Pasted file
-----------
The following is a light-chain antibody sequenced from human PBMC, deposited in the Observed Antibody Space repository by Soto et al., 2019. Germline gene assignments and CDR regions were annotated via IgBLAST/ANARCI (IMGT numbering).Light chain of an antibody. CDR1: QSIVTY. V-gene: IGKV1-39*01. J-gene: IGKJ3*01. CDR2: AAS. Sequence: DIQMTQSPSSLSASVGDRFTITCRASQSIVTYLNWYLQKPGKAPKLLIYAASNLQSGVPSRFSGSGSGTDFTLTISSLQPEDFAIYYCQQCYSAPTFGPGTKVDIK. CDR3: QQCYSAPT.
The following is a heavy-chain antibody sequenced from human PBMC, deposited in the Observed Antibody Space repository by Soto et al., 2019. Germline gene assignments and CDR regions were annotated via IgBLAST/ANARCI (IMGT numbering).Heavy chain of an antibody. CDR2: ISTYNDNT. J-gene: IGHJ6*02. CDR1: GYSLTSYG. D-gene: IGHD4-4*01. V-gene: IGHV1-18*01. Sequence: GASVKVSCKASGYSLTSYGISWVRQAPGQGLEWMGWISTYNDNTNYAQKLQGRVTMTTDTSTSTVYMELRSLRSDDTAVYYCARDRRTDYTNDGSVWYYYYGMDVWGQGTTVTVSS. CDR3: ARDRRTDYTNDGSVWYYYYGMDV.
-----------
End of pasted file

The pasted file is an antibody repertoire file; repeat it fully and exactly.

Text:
The following is a light-chain antibody sequenced from human PBMC, deposited in the Observed Antibody Space repository by Soto et al., 2019. Germline gene assignments and CDR regions were annotated via IgBLAST/ANARCI (IMGT numbering).Light chain of an antibody. CDR1: QSIVTY. V-gene: IGKV1-39*01. J-gene: IGKJ3*01. CDR2: AAS. Sequence: DIQMTQSPSSLSASVGDRFTITCRASQSIVTYLNWYLQKPGKAPKLLIYAASNLQSGVPSRFSGSGSGTDFTLTISSLQPEDFAIYYCQQCYSAPTFGPGTKVDIK. CDR3: QQCYSAPT.
The following is a heavy-chain antibody sequenced from human PBMC, deposited in the Observed Antibody Space repository by Soto et al., 2019. Germline gene assignments and CDR regions were annotated via IgBLAST/ANARCI (IMGT numbering).Heavy chain of an antibody. CDR2: ISTYNDNT. J-gene: IGHJ6*02. CDR1: GYSLTSYG. D-gene: IGHD4-4*01. V-gene: IGHV1-18*01. Sequence: GASVKVSCKASGYSLTSYGISWVRQAPGQGLEWMGWISTYNDNTNYAQKLQGRVTMTTDTSTSTVYMELRSLRSDDTAVYYCARDRRTDYTNDGSVWYYYYGMDVWGQGTTVTVSS. CDR3: ARDRRTDYTNDGSVWYYYYGMDV.